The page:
For Tariff Classification purposes, there are circumstances in which more than one word can describe an item. What do you do?! Well the law provides under the “General Rules of Interpretation” 2(b) that consideration is to be given to every heading that identifies an item by name, language or description. Okay, that is great but my goods can be described in more than one way.
General Rules of Interpretation 3 comes along and simplifies the identification of the goods.
Relative Specificity More SPECIFIC language is preferred over general language, thus the heading which more precisely describes the good will be used and the others will be ignored.
Composite Goods and Goods Sold in Retail Sets when a good is a mixture or a composite of different material, components, or sets Customs again uses the concept of Essential Character. In these cases, the question becomes which part of the retail set is causing you to purchase the item? To qualify as a retail set 1) there must be two or more articles with different classifications 2)a single commercial purpose and 3) packaged as ready for sale.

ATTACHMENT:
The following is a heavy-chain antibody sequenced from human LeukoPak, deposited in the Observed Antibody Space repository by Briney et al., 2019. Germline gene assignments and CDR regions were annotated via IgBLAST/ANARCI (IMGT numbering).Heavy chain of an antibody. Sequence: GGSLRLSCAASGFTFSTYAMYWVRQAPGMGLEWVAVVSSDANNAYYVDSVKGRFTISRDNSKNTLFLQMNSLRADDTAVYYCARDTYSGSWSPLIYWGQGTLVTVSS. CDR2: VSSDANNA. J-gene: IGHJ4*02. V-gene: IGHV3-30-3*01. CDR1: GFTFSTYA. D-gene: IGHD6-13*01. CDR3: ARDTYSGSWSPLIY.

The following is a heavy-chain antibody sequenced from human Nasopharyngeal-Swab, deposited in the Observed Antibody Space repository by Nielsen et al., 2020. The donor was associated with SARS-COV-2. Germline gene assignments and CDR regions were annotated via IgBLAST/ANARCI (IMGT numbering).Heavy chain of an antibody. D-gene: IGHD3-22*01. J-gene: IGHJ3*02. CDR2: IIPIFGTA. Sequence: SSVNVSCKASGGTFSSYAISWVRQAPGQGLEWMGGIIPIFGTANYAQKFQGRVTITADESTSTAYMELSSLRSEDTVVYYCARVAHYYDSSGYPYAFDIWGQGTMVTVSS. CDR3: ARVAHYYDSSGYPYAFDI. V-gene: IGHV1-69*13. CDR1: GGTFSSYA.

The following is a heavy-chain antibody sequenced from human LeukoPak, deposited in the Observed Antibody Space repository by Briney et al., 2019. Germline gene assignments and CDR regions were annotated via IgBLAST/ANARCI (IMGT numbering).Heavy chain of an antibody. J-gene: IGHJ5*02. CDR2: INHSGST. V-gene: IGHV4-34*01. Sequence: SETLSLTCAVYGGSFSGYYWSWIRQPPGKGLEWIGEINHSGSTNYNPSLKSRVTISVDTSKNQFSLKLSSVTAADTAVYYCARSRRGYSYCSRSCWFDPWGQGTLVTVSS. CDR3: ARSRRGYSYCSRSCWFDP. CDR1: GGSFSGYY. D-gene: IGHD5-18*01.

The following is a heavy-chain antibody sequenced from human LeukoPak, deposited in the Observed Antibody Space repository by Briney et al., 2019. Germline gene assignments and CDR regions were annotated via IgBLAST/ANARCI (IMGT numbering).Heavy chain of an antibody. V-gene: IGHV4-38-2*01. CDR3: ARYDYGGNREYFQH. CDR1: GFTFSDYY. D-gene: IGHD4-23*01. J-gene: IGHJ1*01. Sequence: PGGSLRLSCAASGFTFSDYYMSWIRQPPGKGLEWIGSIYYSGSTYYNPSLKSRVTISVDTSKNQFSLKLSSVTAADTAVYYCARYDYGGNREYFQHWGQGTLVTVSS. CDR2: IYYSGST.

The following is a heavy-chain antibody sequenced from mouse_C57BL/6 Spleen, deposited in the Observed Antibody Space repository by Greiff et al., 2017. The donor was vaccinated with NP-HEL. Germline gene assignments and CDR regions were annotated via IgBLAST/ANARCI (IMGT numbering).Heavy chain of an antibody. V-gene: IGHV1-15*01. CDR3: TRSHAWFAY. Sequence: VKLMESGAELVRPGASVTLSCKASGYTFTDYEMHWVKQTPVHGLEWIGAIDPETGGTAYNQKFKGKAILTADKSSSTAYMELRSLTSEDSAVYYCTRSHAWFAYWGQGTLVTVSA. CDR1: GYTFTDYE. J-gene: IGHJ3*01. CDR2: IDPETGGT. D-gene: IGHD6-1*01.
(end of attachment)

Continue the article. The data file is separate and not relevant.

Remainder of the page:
More Than One Essential Character What happens if the good has more than one essential character? Customs Answer: Look to the feature of the good that appears in the Tariff Schedule the last numerically.
Good Cannot be found in the Tariff Self Explanatory. Answer, General Rule of Interpretation 4 says pretend like the goods have changed to one in the tariff to which it is most akin.
Packing and Packaging Whether certain types of packaging are treated as part of the merchandise or must be classified separately. Fitted cases for example, camera cases, musical cases, gun cases, specifically designed for the particular product and have long term use are to be classified with the merchandise for which they are imported. However, if you import these separately then they would need there own tariff number.